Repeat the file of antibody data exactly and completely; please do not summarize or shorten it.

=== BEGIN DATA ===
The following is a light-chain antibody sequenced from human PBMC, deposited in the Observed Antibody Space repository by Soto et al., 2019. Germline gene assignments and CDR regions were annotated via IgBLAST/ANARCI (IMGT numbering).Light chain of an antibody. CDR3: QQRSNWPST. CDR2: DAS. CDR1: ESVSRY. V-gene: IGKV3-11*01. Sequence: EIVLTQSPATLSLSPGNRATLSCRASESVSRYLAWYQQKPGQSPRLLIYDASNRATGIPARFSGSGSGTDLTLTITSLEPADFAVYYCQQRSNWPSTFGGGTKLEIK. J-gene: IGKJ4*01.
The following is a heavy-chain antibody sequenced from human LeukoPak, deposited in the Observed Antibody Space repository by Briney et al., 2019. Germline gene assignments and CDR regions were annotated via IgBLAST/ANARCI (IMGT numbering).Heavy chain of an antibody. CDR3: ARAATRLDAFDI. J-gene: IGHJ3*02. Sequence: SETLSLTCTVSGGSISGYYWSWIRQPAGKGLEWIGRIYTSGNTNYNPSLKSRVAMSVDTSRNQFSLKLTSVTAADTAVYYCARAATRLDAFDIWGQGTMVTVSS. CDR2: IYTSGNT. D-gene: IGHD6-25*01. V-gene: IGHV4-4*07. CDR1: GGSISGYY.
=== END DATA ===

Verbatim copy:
The following is a light-chain antibody sequenced from human PBMC, deposited in the Observed Antibody Space repository by Soto et al., 2019. Germline gene assignments and CDR regions were annotated via IgBLAST/ANARCI (IMGT numbering).Light chain of an antibody. CDR3: QQRSNWPST. CDR2: DAS. CDR1: ESVSRY. V-gene: IGKV3-11*01. Sequence: EIVLTQSPATLSLSPGNRATLSCRASESVSRYLAWYQQKPGQSPRLLIYDASNRATGIPARFSGSGSGTDLTLTITSLEPADFAVYYCQQRSNWPSTFGGGTKLEIK. J-gene: IGKJ4*01.
The following is a heavy-chain antibody sequenced from human LeukoPak, deposited in the Observed Antibody Space repository by Briney et al., 2019. Germline gene assignments and CDR regions were annotated via IgBLAST/ANARCI (IMGT numbering).Heavy chain of an antibody. CDR3: ARAATRLDAFDI. J-gene: IGHJ3*02. Sequence: SETLSLTCTVSGGSISGYYWSWIRQPAGKGLEWIGRIYTSGNTNYNPSLKSRVAMSVDTSRNQFSLKLTSVTAADTAVYYCARAATRLDAFDIWGQGTMVTVSS. CDR2: IYTSGNT. D-gene: IGHD6-25*01. V-gene: IGHV4-4*07. CDR1: GGSISGYY.